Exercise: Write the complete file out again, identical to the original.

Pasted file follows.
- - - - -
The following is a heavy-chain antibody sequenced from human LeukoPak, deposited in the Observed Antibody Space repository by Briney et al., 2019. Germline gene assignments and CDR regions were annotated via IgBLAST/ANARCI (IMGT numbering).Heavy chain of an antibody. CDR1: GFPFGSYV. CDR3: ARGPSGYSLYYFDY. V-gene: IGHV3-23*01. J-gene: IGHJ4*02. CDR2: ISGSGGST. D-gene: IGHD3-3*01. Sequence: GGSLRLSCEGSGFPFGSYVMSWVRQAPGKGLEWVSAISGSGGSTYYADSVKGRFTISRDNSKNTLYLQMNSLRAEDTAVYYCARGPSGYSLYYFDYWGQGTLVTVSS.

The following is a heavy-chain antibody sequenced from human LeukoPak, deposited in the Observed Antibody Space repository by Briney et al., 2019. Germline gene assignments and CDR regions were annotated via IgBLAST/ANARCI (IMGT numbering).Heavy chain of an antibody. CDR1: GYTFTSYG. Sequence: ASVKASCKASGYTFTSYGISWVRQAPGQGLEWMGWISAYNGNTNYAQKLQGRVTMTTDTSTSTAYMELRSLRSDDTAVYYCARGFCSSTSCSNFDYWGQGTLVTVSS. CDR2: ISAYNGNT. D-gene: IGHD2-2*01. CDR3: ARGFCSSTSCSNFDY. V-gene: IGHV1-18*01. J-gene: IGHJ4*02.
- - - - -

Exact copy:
The following is a heavy-chain antibody sequenced from human LeukoPak, deposited in the Observed Antibody Space repository by Briney et al., 2019. Germline gene assignments and CDR regions were annotated via IgBLAST/ANARCI (IMGT numbering).Heavy chain of an antibody. CDR1: GFPFGSYV. CDR3: ARGPSGYSLYYFDY. V-gene: IGHV3-23*01. J-gene: IGHJ4*02. CDR2: ISGSGGST. D-gene: IGHD3-3*01. Sequence: GGSLRLSCEGSGFPFGSYVMSWVRQAPGKGLEWVSAISGSGGSTYYADSVKGRFTISRDNSKNTLYLQMNSLRAEDTAVYYCARGPSGYSLYYFDYWGQGTLVTVSS.

The following is a heavy-chain antibody sequenced from human LeukoPak, deposited in the Observed Antibody Space repository by Briney et al., 2019. Germline gene assignments and CDR regions were annotated via IgBLAST/ANARCI (IMGT numbering).Heavy chain of an antibody. CDR1: GYTFTSYG. Sequence: ASVKASCKASGYTFTSYGISWVRQAPGQGLEWMGWISAYNGNTNYAQKLQGRVTMTTDTSTSTAYMELRSLRSDDTAVYYCARGFCSSTSCSNFDYWGQGTLVTVSS. CDR2: ISAYNGNT. D-gene: IGHD2-2*01. CDR3: ARGFCSSTSCSNFDY. V-gene: IGHV1-18*01. J-gene: IGHJ4*02.